Tight Nelson labour market a headache for employers

The tight labour market continues to sting employers in the Nelson region, with a soaring number of job adverts and some companies forced to cope with significant staff shortages.

The job hunter's market means work-ready people in the Nelson region can easily secure employment, sometimes with an immediate start, one recruitment agency boss says.

The Seek NZ Employment Report for February shows the Nelson region had a record level of job adverts on seek.co.nz for the second month running. The number of job listings on the website was up 6 per cent on January, while also being 53 per cent up when compared to February last year.

Listings had also nearly doubled from two years ago, up 94 per cent up on February 2019.

Sectors with the most job listings in the region were health/medical, manufacturing/transport/logistics, and trades and services.

However, the report noted that while job listings were up, nationally applications per advert fell by 9 per cent from January.

Richmond-based Nelson Labour Hire co-owner Al Hungerford said the labour situation in Nelson was the tightest he had seen it in the nine years he had been working in the temporary job market.

“Usually we’ll have three people coming in looking for work each day. Now we’ve got three people a week,” Hungerford said

“There’s just a straight shortage of workers out there.”

More employers, struggling to find staff themselves, were also approaching the agency seeking help to find workers, he said.

One company in the Nelson region looking for staff was 40 workers down for a day recently because of the Covid-19 pandemic, Hungerford said.

“We have lots of people looking for qualified staff. We pretty much tell them that any qualified staff can go to any work site in New Zealand and get a job immediately.

“We have people who walk in the door and we will literally say to them, ‘can you work today?’”

Previously a third of the agency’s workers were classed as in long term casual work, and two-thirds were casual workers, which gave it a big pool of casual workers, but now 70 per cent of its workers were in long term casual work.

Normally Nelson Labour Hire would have lots of backpackers seeking work at this time of year, but with New Zealand border restrictions “that’s non-existent at the moment”.

Production jobs, civil construction and general labouring were some of the areas most in need of workers, Hungerford said.

With the New Zealand border starting to reopen in stages this year, he expected it would be another six months before the supply of workers would rise in the Nelson region.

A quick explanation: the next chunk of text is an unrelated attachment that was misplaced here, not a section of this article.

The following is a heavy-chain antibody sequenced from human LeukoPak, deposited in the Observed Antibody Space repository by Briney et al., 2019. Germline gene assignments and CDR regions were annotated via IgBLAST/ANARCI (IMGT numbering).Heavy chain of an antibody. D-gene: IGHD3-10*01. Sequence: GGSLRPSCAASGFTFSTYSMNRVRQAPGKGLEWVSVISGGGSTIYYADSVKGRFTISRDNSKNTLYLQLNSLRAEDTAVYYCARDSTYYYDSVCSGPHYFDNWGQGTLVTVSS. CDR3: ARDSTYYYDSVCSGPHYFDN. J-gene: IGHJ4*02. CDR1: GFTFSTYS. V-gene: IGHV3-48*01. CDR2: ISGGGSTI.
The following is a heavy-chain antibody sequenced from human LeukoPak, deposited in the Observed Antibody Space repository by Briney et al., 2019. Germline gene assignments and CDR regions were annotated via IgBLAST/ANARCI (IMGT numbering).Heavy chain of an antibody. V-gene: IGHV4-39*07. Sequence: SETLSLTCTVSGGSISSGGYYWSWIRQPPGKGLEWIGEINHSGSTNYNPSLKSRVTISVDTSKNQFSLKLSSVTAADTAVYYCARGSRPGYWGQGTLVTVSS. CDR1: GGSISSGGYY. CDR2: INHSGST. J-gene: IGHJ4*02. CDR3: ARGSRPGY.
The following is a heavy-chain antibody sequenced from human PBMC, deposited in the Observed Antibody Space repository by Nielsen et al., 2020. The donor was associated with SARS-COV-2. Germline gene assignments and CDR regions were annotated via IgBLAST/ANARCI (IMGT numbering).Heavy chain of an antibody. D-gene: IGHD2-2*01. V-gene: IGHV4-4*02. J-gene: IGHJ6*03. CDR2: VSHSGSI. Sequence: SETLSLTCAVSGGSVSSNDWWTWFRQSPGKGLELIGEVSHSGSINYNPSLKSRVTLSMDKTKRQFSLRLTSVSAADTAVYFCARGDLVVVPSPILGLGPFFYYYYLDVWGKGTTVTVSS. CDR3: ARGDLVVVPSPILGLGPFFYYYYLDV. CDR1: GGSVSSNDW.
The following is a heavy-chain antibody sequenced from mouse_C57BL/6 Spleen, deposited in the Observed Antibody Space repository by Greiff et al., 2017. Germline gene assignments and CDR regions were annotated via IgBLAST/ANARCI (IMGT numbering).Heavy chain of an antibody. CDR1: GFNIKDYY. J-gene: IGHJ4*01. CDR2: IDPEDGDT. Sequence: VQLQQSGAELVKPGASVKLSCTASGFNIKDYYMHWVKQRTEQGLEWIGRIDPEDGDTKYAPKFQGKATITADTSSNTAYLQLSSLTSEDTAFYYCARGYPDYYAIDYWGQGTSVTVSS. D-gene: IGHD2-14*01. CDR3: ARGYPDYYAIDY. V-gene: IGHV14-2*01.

Seek NZ country manager Rob Clark said the gradual opening of the border meant “applications and people movement” would be a key factor to watch over the coming months.

“While the reopening of the international borders may be cause for some optimism as we can look forward to an influx of workers again for the first time in two years, there is the concern we will lose candidates to the lure of OE and overseas opportunities,” Clark said.

Kernohan Engineering human resources and health and safety manager Jim Thompson said the tight labour market in Nelson made it “fairly challenging” to recruit skilled tradespeople currently.

“It’s got tighter and tighter,” he said.

The Nelson company needed a few pipe welders, which was a specialised skill, plus some extra maintenance staff, Thompson said.

Accommodation shortages and high house prices in Nelson were among challenges for worker recruitment, with Kernohan Engineering missing out on a few potential workers from outside the region because they were deterred by the cost of accommodation, Thompson said.

The tight labour market was also creating pressure on companies to offer higher pay rates to secure staff, he said.

Kernohan, like a lot of businesses, was working on more creative solutions to attract staff “without adding heavily to our bottom line”. This included such things as flexible work hours.

“It’s challenging for tradespeople who need to be on site with the client to do the work.”

Kernohan Engineering was setting up a weekend shift in which staff could work 10-hour days Friday to Sunday at a client’s site, rather than working so much during the week.

It was also focussing on its apprenticeship intake, which didn’t solve immediate needs for workers but would help address staffing in the longer term, Thompson said.

Source: Stuff

Date: 18 March 2022

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Article from Stuff
March 18, 2022

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